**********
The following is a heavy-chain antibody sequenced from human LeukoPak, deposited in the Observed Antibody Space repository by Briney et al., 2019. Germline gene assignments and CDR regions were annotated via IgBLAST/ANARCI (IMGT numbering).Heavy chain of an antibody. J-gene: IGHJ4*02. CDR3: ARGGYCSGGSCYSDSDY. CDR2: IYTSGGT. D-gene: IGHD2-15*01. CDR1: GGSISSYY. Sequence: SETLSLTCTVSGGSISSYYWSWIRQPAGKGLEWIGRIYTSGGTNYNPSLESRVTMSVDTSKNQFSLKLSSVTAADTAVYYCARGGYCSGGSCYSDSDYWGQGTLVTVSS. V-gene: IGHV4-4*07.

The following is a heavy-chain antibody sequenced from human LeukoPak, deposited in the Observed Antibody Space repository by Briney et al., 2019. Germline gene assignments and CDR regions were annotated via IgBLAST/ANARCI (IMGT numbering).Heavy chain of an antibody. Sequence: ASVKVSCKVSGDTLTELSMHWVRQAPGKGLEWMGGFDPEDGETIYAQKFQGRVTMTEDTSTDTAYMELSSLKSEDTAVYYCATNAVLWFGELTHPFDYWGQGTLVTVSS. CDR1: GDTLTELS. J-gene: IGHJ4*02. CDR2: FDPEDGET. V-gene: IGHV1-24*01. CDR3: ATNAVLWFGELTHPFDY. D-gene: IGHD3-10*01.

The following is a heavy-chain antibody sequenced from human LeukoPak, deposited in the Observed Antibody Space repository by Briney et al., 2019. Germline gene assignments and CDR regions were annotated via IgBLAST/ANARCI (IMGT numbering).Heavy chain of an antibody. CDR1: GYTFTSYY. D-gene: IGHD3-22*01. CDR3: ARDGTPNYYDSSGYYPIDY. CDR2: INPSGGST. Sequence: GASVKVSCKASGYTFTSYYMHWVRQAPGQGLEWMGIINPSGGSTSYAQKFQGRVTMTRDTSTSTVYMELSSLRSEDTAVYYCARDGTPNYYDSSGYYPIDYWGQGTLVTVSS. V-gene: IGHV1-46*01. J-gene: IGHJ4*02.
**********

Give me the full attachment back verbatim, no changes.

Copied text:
The following is a heavy-chain antibody sequenced from human LeukoPak, deposited in the Observed Antibody Space repository by Briney et al., 2019. Germline gene assignments and CDR regions were annotated via IgBLAST/ANARCI (IMGT numbering).Heavy chain of an antibody. J-gene: IGHJ4*02. CDR3: ARGGYCSGGSCYSDSDY. CDR2: IYTSGGT. D-gene: IGHD2-15*01. CDR1: GGSISSYY. Sequence: SETLSLTCTVSGGSISSYYWSWIRQPAGKGLEWIGRIYTSGGTNYNPSLESRVTMSVDTSKNQFSLKLSSVTAADTAVYYCARGGYCSGGSCYSDSDYWGQGTLVTVSS. V-gene: IGHV4-4*07.

The following is a heavy-chain antibody sequenced from human LeukoPak, deposited in the Observed Antibody Space repository by Briney et al., 2019. Germline gene assignments and CDR regions were annotated via IgBLAST/ANARCI (IMGT numbering).Heavy chain of an antibody. Sequence: ASVKVSCKVSGDTLTELSMHWVRQAPGKGLEWMGGFDPEDGETIYAQKFQGRVTMTEDTSTDTAYMELSSLKSEDTAVYYCATNAVLWFGELTHPFDYWGQGTLVTVSS. CDR1: GDTLTELS. J-gene: IGHJ4*02. CDR2: FDPEDGET. V-gene: IGHV1-24*01. CDR3: ATNAVLWFGELTHPFDY. D-gene: IGHD3-10*01.

The following is a heavy-chain antibody sequenced from human LeukoPak, deposited in the Observed Antibody Space repository by Briney et al., 2019. Germline gene assignments and CDR regions were annotated via IgBLAST/ANARCI (IMGT numbering).Heavy chain of an antibody. CDR1: GYTFTSYY. D-gene: IGHD3-22*01. CDR3: ARDGTPNYYDSSGYYPIDY. CDR2: INPSGGST. Sequence: GASVKVSCKASGYTFTSYYMHWVRQAPGQGLEWMGIINPSGGSTSYAQKFQGRVTMTRDTSTSTVYMELSSLRSEDTAVYYCARDGTPNYYDSSGYYPIDYWGQGTLVTVSS. V-gene: IGHV1-46*01. J-gene: IGHJ4*02.